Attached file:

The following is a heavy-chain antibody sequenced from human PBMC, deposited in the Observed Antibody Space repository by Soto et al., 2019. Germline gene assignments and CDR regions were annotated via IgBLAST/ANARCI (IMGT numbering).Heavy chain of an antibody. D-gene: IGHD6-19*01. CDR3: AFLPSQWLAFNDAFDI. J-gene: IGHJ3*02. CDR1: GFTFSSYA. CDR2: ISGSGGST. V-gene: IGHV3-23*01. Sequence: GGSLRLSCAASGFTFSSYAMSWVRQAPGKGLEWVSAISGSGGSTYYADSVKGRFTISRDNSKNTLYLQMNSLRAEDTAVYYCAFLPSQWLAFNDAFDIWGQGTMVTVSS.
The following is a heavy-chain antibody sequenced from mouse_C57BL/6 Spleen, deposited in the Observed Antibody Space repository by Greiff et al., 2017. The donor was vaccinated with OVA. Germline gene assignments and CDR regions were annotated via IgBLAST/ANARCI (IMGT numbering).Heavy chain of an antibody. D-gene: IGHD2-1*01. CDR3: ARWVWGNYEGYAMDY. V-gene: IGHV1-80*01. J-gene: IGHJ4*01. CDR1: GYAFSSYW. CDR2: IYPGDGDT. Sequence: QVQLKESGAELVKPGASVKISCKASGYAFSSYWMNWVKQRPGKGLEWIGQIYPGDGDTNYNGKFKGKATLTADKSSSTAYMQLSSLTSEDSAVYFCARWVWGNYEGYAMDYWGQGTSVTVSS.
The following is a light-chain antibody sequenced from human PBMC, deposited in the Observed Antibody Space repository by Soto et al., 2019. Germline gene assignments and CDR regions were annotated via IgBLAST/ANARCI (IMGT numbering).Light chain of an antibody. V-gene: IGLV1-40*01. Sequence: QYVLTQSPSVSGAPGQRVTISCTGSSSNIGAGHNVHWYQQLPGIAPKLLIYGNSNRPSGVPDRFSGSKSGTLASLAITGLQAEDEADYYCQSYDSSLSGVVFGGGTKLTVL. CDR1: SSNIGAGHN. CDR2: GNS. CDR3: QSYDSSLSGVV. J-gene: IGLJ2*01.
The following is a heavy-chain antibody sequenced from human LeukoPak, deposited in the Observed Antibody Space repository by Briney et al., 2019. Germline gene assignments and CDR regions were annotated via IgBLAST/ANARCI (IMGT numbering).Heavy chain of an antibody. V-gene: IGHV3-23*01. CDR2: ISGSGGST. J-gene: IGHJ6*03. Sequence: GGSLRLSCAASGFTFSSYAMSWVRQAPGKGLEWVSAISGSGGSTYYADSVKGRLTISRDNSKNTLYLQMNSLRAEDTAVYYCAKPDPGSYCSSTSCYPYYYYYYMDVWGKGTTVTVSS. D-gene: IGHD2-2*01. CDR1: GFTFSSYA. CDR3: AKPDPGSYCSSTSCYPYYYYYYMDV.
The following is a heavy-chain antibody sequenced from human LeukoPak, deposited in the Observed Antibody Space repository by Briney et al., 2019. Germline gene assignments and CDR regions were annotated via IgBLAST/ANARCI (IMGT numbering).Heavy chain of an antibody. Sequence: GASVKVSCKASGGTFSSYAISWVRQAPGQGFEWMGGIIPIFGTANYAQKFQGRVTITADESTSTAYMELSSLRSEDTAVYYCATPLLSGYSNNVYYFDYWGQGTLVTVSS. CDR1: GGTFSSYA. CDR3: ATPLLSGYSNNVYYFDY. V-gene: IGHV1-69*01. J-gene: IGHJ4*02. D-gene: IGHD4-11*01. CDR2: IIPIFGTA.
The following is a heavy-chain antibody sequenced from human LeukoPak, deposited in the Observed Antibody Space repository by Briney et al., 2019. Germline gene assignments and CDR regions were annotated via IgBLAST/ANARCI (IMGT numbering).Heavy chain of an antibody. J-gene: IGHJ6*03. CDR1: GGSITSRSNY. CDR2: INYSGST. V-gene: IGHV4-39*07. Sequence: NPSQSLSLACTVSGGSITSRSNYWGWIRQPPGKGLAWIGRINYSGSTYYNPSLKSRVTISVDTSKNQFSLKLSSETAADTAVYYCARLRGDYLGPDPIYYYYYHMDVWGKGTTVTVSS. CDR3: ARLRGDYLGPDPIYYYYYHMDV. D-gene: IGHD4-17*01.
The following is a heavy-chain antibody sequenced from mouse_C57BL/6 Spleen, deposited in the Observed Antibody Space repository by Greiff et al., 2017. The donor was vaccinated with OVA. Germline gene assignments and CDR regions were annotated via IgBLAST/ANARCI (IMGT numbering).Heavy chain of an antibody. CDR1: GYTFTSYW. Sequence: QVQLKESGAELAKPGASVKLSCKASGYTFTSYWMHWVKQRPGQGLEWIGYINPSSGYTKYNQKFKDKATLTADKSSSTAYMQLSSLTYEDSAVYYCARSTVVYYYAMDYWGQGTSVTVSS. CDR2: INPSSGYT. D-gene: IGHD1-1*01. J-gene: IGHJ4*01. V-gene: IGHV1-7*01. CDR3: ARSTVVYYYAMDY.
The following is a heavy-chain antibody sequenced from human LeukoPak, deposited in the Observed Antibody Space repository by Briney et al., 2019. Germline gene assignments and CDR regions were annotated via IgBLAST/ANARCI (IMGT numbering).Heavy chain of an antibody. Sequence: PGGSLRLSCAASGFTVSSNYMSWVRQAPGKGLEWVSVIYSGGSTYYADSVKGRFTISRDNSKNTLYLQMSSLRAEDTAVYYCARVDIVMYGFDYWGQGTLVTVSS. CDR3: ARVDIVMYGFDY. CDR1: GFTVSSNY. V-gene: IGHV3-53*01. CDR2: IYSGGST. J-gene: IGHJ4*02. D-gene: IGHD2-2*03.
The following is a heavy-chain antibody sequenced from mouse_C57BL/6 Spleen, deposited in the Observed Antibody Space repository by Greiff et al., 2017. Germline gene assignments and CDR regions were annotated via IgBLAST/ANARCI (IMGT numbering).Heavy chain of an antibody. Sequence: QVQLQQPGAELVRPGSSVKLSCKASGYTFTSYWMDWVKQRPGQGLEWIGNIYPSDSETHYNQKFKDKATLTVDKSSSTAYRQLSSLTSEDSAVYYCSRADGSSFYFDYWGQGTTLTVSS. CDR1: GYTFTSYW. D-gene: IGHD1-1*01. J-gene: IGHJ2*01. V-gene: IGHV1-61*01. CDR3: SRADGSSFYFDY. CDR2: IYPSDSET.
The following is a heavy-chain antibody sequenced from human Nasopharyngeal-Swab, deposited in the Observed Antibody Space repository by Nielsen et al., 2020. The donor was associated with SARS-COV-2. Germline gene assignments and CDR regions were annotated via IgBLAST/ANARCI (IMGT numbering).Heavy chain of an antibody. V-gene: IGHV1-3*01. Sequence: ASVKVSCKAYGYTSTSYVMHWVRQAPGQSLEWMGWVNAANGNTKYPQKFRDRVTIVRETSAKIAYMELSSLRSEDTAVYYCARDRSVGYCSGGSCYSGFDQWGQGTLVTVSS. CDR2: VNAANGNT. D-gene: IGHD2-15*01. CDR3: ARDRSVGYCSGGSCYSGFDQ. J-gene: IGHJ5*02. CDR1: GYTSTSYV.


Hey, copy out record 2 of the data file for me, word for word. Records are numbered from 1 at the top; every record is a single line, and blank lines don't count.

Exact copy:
The following is a heavy-chain antibody sequenced from mouse_C57BL/6 Spleen, deposited in the Observed Antibody Space repository by Greiff et al., 2017. The donor was vaccinated with OVA. Germline gene assignments and CDR regions were annotated via IgBLAST/ANARCI (IMGT numbering).Heavy chain of an antibody. D-gene: IGHD2-1*01. CDR3: ARWVWGNYEGYAMDY. V-gene: IGHV1-80*01. J-gene: IGHJ4*01. CDR1: GYAFSSYW. CDR2: IYPGDGDT. Sequence: QVQLKESGAELVKPGASVKISCKASGYAFSSYWMNWVKQRPGKGLEWIGQIYPGDGDTNYNGKFKGKATLTADKSSSTAYMQLSSLTSEDSAVYFCARWVWGNYEGYAMDYWGQGTSVTVSS.